Unexpected fall in UK inflation
The rate of inflation in Britain unexpectedly fell to a two-and-a-half-year low last month as declining oil prices started to filter through to the petrol pumps.
The Consumer Price Index (CPI) rate of inflation dropped to 2.8 per cent in May, from 3 per cent in April, the Office for National Statistics (ONS) said, the lowest level since November 2009. City analysts expected the rate to remain unchanged.
The decline was driven by a sharp drop in petrol pump prices, as the average petrol price fell by 4.5p per litre between April and May to stand at 137.1p. Last year, the average petrol price rose 2p to 136.3p.
Inflation has fallen from 5.2 per cent last September due to the waning impact of the VAT hike at the start of 2011 and falling energy, food and commodity prices, easing pressure on squeezed household incomes.
The fall in inflation in May is likely to bolster the case for the Bank of England to pump more emergency cash into the economy through its quantitative easing programme, as the euro zone crisis escalates and threatens to destabilise the UK economy.
Britain’s economy entered a technical recession in the first quarter of the year as gross domestic product declined 0.2 per cent, following a 0.3 per cent drop in the final quarter of 2011.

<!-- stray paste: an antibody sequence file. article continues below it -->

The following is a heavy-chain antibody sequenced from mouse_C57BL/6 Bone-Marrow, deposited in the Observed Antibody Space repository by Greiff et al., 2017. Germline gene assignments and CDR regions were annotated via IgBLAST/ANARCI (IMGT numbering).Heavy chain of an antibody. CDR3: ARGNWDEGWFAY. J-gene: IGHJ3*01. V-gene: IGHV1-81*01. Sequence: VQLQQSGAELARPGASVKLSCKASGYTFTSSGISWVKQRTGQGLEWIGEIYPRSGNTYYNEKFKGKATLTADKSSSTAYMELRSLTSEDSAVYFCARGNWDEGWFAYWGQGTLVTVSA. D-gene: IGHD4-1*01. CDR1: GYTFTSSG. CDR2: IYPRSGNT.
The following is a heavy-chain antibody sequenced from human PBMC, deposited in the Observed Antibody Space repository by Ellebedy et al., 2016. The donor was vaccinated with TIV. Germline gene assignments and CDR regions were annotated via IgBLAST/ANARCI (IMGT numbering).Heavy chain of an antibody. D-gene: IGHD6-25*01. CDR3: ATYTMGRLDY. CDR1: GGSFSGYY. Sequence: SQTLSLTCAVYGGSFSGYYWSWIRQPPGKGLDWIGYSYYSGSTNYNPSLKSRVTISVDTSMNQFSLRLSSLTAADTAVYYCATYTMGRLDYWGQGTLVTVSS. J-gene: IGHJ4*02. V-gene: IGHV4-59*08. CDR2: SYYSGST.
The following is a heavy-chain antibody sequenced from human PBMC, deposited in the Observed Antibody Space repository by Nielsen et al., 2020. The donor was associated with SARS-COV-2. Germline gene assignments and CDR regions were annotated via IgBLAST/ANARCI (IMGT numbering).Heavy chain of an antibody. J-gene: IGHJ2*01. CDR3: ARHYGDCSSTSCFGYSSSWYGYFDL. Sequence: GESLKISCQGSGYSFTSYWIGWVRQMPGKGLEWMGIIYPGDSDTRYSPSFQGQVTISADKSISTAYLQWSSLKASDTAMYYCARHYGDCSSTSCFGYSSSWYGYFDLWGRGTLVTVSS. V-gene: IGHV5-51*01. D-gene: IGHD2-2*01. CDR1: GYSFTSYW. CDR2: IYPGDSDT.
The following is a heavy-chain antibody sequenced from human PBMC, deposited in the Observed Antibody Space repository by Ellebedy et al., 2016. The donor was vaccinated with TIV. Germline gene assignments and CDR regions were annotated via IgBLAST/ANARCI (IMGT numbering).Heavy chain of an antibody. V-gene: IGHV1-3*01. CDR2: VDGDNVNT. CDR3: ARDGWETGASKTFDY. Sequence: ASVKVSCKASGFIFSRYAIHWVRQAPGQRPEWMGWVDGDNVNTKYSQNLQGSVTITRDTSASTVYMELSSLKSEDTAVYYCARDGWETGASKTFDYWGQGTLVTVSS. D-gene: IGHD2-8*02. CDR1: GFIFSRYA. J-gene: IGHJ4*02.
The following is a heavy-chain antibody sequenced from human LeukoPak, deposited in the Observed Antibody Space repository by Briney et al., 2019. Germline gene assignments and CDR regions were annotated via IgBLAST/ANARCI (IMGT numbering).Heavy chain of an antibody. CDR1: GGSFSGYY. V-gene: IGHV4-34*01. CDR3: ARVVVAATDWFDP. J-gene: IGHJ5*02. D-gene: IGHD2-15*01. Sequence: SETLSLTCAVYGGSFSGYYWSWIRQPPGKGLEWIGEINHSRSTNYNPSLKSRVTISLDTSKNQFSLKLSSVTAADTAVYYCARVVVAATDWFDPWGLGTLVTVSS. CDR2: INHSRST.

Last month, inflation moved to within 1 per cent of the Government’s 2 per cent target, meaning Bank governor Sir Mervyn King did not have to send a letter of explanation to the chancellor George Osborne.
In further evidence that the weak economic climate is forcing retailers to cut prices to draw in customers, food and drink prices rose by just 0.3 per cent, compared with a much steeper 1.3 per cent rise last year.
The ONS said this was driven by declines in the price of fruit, particularly grapes, bananas, peaches and nectarines. The price of vegetables, mineral waters, soft drinks and juices also fell.
Elsewhere, the ONS said the cost of recreation and culture also had a downward effect on overall prices, driven by games, toys and hobbies and photographic equipment.
The most significant upward contribution came from air and sea fares, but these were distorted by the timing of Easter in 2011 and 2012 and the subsequent difference in the timing of school holidays.
Air fares rose 1.4 per cent this year, compared with an 11.1 per cent drop last year, while sea fares rose 2.6 per cent, compared with a 14.7 per cent fall last year.
Alternative measures of inflation also fell, as the Retail Price Index fell to 3.1 per cent in May, from 3.5 per cent in April.